Your history or mine?

Posted in Society at 11:21 by RjZ

Intended for publication 10 August, 2007. Sorry for the delay.

History isn’t consistent. It shouldn’t be a surprise that what we take as an accounting of what happened is strongly colored by our culture and not a little bit by what we want to hear. Yesterday (9 August, 2007), NPR had a story about Rudi Bohlmann. Mr. Bohlmann was on one of the very first ships to sail to Nagasaki after the second atomic bomb attack. In NPR’s story he describes the stench and destruction in visceral detail. At the end of the story, reporter Curt Nickisch, says that Mr. Bohlmann remembers the bombing as “above all, the end of the war. It meant that he could return to the family farm.”

And that’s just how it was taught to me too. The United States dropped two atomic bombs on Japan, starting the atomic age, and killing several hundreds of thousands of people, but they did so to end the war. It was a horrible thing, of course, but at least it ended the war. The United States made the courageous decision to execute such a horrendous act in an effort to spare lives. That’s how I remember learning about the atomic bombs dropped on Hiroshima and Nagasaki, and that’s how I’ve heard from others too.

Thing is, that’s not what people around the world learned about it. While generations of U.S. Americans imagined pained decisions and proud patriots doing what they have to do to save people everywhere, Soviet citizens, for example, felt that they had already forced the end of World War II by invading Japan and that the U.S. was sending a clear message about the power they possessed. My colleagues in Germany shared a similar view and would occasionally mention that it was ‘typical’ of Americans to flex their muscles even without justification.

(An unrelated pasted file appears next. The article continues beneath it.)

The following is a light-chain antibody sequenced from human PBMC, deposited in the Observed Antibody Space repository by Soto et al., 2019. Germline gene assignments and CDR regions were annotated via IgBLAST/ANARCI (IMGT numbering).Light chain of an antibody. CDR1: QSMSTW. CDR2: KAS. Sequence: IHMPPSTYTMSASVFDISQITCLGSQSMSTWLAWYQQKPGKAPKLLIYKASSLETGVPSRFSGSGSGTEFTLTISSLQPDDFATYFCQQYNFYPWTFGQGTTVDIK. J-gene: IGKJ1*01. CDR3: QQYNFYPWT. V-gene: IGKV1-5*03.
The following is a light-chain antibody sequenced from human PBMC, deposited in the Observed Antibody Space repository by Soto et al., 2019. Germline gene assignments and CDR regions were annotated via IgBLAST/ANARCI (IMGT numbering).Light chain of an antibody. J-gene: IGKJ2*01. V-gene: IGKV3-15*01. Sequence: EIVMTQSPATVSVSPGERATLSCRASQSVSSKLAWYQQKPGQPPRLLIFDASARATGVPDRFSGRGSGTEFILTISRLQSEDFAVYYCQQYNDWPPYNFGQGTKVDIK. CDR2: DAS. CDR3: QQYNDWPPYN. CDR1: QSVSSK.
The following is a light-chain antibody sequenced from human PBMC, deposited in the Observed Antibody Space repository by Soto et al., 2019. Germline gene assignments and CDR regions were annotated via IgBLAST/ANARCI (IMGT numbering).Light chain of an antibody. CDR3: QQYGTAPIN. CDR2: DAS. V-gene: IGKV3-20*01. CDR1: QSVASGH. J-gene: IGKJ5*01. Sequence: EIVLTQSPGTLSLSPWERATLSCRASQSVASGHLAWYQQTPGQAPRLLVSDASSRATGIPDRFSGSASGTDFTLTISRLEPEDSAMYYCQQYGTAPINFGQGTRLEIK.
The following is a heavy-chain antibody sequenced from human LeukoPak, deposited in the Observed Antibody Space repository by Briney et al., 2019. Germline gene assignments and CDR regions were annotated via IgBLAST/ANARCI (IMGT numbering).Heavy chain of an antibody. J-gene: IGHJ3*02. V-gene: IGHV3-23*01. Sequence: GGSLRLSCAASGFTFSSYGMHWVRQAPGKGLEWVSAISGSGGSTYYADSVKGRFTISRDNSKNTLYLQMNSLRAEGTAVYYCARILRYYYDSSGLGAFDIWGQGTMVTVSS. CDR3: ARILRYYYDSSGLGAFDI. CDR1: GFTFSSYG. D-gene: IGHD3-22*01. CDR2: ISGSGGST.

Then-General Dwight D. Eisenhower wrote of his misgivings about dropping the bombs “Japan was already defeated and that dropping the bomb was completely unnecessary, and secondly because I thought that our country should avoid shocking world opinion by the use of a weapon whose employment was, I thought, no longer mandatory as a measure to save American lives.” General Douglas MacArthur joined Eisenhower. Pacific Fleet Commander Chester Nimitz declared the “atomic bomb played no decisive part, from a purely military view, in the defeat of Japan.”

I can’t remember when I first discovered this other way of seeing the bombings, but I was surprised to learn that we might not be heroes engaged in the necessary evil of dropping the bomb. I won’t suggest schools must ensure history is strictly politically correct or that the lofty goal of reporting it without bias is even a very likely end. Indeed, whether Hiroshima and Nagasaki we’re actually justified is still debated. Perhaps the best thing to notice is simply the very fact that there are quite possibly more than a couple of interpretations of the ‘facts’ we’re presented in school or even in the news.

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